Thursday, November 10, 2016

Chihuahua Lake

Distance: 8.5 miles round trip
Elevation: 10,460 ft - 12,282 ft
Elevation Gain: 1,822 ft
Dogs: Off leash
Bathroom at Trailhead: No
Tags: #coloradooutdoors, #hiking, #mountainlake
Nearby hikes: Lenawee, Argentine Pass

The deep blue waters of Chihuahua Lake
Chihuahua Lake near Keystone, CO in Summit County is a large glacial tarn nestled at the base of Grizzly Peak. The trail to the lake is not for soft paws however, being very rocky and filled with deep water crossings even in late summer. Additionally, the last pitch to the lake is a steep rock scramble requiring both agility and perseverance. The reward for those strong enough is a stunning view of the back side of Grays and Torreys and a pristine lake filled with deep indigo waters.

Heading up the lower portion of the jeep road
Passing a large boulder field
The first 2.7 miles of the trail follows Forest Service Road 263 and you will not be alone on this segment. I was quite surprised at the number of vehicles that passed us both coming and going because this is a road only for the hardiest of drivers. Because of this traffic, the road is very rocky and rutted which makes for a jarring experience.

First stream crossing. This plank leads to a round log half way across. 
This road crosses Chihuahua Creek twice (at 1.2 and 2.0 miles) and in both cases, the water is deep, even in late summer. After seeing the extent of the beaver activity throughout the valley, I doubt the creek ever dries out. Water shoes and a pole are a must unless you don't mind wet feet. At the lower crossing, someone had tried to put a plank across to a large fallen log in an improvised bridge, but this structure will not survive next spring's run off. At the upper crossing, there were a few rocks that the more nimble were able to navigate. I found myself slipping off them into the water anyway.

Rutted section of the jeep road
In addition to these stream crossings, there are several places where the road itself is habitually flooded. Short social trails into the willows avoid the deepest areas but others require more slogging through bogs.

Gray and Torreys comes into view
At 2.7 miles the jeep road ends at a small parking area with a wooden fence and small sign pointing upwards. Technically, this is the start of the trail, but only true 4x4s can make it to this point. For the next half mile, the trail struggles relentlessly upwards on a steep and highly eroded path reminiscent of an approach to a 14er. This segment ends at a narrow tundra shelf surrounded on both sides by barren peaks.

Soggy section
Saddle between Grizzly  and Torres Peaks
The trail continues eastward along this shelf before turning sharply upwards on the last scramble to the lake. As you approach this area, it is difficult to tell where to leave the flat and head upwards. Several narrow, eroded drainages pour down the hillside and look like a trails. Fortunately, two people were ahead of us and we followed them to the far eastern side of the valley where the grade is less vertical. Careful scouting will reveal the route that is mostly over scree but occasionally dirt. The last 100 yards is very steep, often requiring the use of hands to pull oneself upwards. Anyone with moderate fitness can navigate this section without difficulty if they take care to keep from sliding down in the loose dirt.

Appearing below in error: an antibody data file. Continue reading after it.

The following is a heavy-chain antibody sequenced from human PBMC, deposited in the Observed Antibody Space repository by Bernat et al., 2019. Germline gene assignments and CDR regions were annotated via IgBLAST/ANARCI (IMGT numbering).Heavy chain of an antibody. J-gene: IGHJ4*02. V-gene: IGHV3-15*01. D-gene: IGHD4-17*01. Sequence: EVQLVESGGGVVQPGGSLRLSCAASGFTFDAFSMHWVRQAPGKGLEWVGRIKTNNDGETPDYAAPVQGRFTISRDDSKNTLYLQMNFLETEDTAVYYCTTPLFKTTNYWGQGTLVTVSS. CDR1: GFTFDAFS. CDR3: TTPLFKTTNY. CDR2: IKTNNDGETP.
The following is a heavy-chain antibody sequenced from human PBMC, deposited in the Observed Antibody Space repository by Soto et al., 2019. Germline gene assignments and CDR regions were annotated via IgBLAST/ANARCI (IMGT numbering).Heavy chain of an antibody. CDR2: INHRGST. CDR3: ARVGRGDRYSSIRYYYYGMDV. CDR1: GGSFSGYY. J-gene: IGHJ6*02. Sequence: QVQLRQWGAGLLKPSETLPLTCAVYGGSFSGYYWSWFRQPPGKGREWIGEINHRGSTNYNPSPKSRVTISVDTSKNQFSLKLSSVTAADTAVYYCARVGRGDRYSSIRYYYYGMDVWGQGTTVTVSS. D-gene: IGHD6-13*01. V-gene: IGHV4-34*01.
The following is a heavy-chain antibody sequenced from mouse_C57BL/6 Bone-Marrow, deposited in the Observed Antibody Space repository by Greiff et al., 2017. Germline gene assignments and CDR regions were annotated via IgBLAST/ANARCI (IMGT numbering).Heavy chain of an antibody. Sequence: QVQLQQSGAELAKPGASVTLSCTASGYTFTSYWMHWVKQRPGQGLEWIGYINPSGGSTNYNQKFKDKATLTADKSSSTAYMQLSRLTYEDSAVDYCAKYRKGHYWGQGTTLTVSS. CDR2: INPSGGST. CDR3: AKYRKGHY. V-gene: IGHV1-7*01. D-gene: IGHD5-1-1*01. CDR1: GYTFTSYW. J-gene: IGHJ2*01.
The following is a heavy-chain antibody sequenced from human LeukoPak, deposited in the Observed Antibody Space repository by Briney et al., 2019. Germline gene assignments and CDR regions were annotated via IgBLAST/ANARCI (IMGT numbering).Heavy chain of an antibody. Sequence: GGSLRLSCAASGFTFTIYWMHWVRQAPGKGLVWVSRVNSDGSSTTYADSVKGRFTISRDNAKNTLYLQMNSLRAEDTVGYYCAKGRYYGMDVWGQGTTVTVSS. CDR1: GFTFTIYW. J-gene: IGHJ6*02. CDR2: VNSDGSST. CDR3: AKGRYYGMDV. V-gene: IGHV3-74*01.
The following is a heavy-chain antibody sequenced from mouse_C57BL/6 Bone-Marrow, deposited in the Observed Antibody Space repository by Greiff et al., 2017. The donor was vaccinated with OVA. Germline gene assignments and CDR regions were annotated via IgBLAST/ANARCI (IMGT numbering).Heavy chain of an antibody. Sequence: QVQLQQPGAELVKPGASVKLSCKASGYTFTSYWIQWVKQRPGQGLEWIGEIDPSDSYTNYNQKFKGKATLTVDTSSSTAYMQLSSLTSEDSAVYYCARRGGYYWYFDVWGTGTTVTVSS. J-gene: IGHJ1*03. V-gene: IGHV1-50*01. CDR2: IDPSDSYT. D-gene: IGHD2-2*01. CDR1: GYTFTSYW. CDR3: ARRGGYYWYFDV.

Trail sign and wooden fence
Heading up rocky segment to final shelf
After the scramble, the trail continues upwards for another quarter mile before cresting on a high cliff overlooking the lake. A journey down to the water requires additional scrambling down a passable gully.

Looking back down the valley and beaver ponds below
Torreys and Grays are even closer now
Chihuahua Lake has been on my do list for a long time. I never seemed to be around at the end of the season when I had assumed the water crossings would be more manageable. Now I know that they will most likely always be there, so you just have to plan accordingly. The obstacles, while annoying, are not particularly difficult to surmount and the views of Grays and Torreys are something to behold. The saddle between Grizzly Peak and Torreys is so small and easily scaled that it makes you want to run up to the summit and down again in a fit of joy.

On the final pitch before the lake
Chihuahua Lake
To get to the trailhead, take exit 205 off of I-70 (Silverthorne/Dillon) and travel east on highway 6 toward Keystone. Just past Keystone, turn right onto Montezuma Road (County Road 5). Follow Montezuma Road for approximately 4.6 miles and turn left onto Peru Creek Road (FSR 260). Follow Peru Creek Road for approximately 2.1 miles and park along the side. The only marker that you have reached the parking area is a small brown sign on the road to the left with the number 261 on it. Other cars will be your biggest clue. Peru Creek road is passable with a passenger car to this point but can be rutted and full of washboards.


Stone Cottage Adventures said...

How beautiful! -Marci @ Stone Cottage Adventures

MFH said...

Excellent writing and photos. I included your name in the title of my most recent post and added a link to it at the end. If you'd rather I didn't, please let me know at Happy Travels !!!

Wahnfried der Nomad

sylvia murphy said...

Thanks Marci